Are Facebook Groups the Only Option For Customer Insights?

The Facebook Group strategy I have outlined here is a variation of what Lee Odden describes
as the “Be The Best Answer” approach to customer questions.

If you’ve spent some time doing outreach to admins and haven’t had any success, and you are still waiting for your own group to take off, there are other options for identifying questions, including BuzzSumo’s new Question Analyzer tool.

With the tool, you’re able to find the same type of insights as you would in a Facebook group, but these come from various forums, ecommerce sites, Q&A sites, and even Reddit.

Let’s use the Synthesizer import business as an example, and see what our findings are.

The first step is to use key terms that might be part of the question, and submit as the input within the Question Analyzer search field. Because we’re trying to produce the same output as the Synthesizer Facebook group example above, let’s broadly use the terms “synth artist” which should hopefully provide enough results, so we can quickly locate our answer.


Upon submitting my search, I’m presented with 86 questions which have been sourced from industry-specific sites like DIY Audio, Vinyl Collective, and Psy News. The list itself is helpful as it’s focused on a very specific niche, and I might not have found them on my own.

While sifting through the questions, I look for specifics I can use in my content or terms that I can use to craft more searches.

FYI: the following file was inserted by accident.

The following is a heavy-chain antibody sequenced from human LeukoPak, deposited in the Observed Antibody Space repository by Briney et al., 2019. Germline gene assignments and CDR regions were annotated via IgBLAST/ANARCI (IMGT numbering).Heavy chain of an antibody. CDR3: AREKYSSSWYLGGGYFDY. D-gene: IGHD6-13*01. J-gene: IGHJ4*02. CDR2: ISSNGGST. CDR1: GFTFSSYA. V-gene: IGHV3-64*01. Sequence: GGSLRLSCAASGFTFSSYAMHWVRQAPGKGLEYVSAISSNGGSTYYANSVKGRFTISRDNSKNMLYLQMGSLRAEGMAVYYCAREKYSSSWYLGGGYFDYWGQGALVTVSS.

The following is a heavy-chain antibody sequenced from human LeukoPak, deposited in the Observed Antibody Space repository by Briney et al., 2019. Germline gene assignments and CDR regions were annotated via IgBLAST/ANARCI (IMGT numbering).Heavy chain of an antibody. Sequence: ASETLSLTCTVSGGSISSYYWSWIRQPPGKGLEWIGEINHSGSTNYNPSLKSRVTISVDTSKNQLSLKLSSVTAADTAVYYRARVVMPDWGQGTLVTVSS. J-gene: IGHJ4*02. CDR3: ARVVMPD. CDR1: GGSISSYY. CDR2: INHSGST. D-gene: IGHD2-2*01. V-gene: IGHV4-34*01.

I found an ideal question located at the bottom of the first page of BuzzSumo’s results:


Again, I’ve struck gold in my search for content marketing mastery.

It’s now your time to shine by creating content that is scientifically proven to perform well. Use the ‘applications’ provided above to build an engaged community and direct them to your call-to-action!

Final thoughts…

Creating a community around your business is without a doubt the smartest approach for success on social media. Not only will it fuel your business operations, it will result in more longevity to your brand which doesn’t just depend on the product.
I’ve seen the combination of a Facebook group and BuzzSumo’s Question Analyzer work time and time again for content marketing success. As always, I would love to hear your thoughts on this approach and what obstacles you can see in putting together this framework for your own business.

 

Brodie Clark is an SEO Specialist at one of Melbourne’s leading SEO agencies, Optimising. Brodie has held both in-house and agency roles in Australia, developing digital strategy for a wide range of clients. When he isn’t in the office, you can find him writing on his personal blog over at BrodieClark.com.

One Response to “How To Use Facebook Groups To Drive Content Engagement”

  1. Rogério

    Funny how simple solutions never come to mind when we are going through a creative block.
    I was thinking of a way to increase traffic to my blog and I did not think of joining Facebook groups to know what issues are being discussed.
    Thanks for the guidance!